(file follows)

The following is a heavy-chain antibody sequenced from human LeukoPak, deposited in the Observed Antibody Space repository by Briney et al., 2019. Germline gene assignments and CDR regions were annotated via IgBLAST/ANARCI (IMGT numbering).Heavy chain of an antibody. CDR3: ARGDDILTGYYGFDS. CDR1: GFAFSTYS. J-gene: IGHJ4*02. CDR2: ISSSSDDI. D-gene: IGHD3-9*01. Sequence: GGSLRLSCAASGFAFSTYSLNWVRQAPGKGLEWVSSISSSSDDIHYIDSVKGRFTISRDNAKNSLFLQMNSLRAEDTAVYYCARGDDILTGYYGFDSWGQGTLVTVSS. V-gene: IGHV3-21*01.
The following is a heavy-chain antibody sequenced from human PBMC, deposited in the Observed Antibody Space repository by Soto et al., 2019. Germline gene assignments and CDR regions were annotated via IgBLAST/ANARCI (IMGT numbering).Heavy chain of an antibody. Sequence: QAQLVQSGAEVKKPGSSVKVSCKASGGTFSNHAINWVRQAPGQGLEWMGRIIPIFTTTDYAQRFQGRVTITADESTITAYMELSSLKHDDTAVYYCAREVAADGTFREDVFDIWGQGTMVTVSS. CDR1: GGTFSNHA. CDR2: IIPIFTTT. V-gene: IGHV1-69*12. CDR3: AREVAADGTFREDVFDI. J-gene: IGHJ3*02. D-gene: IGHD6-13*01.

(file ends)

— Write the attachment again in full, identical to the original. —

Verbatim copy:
The following is a heavy-chain antibody sequenced from human LeukoPak, deposited in the Observed Antibody Space repository by Briney et al., 2019. Germline gene assignments and CDR regions were annotated via IgBLAST/ANARCI (IMGT numbering).Heavy chain of an antibody. CDR3: ARGDDILTGYYGFDS. CDR1: GFAFSTYS. J-gene: IGHJ4*02. CDR2: ISSSSDDI. D-gene: IGHD3-9*01. Sequence: GGSLRLSCAASGFAFSTYSLNWVRQAPGKGLEWVSSISSSSDDIHYIDSVKGRFTISRDNAKNSLFLQMNSLRAEDTAVYYCARGDDILTGYYGFDSWGQGTLVTVSS. V-gene: IGHV3-21*01.
The following is a heavy-chain antibody sequenced from human PBMC, deposited in the Observed Antibody Space repository by Soto et al., 2019. Germline gene assignments and CDR regions were annotated via IgBLAST/ANARCI (IMGT numbering).Heavy chain of an antibody. Sequence: QAQLVQSGAEVKKPGSSVKVSCKASGGTFSNHAINWVRQAPGQGLEWMGRIIPIFTTTDYAQRFQGRVTITADESTITAYMELSSLKHDDTAVYYCAREVAADGTFREDVFDIWGQGTMVTVSS. CDR1: GGTFSNHA. CDR2: IIPIFTTT. V-gene: IGHV1-69*12. CDR3: AREVAADGTFREDVFDI. J-gene: IGHJ3*02. D-gene: IGHD6-13*01.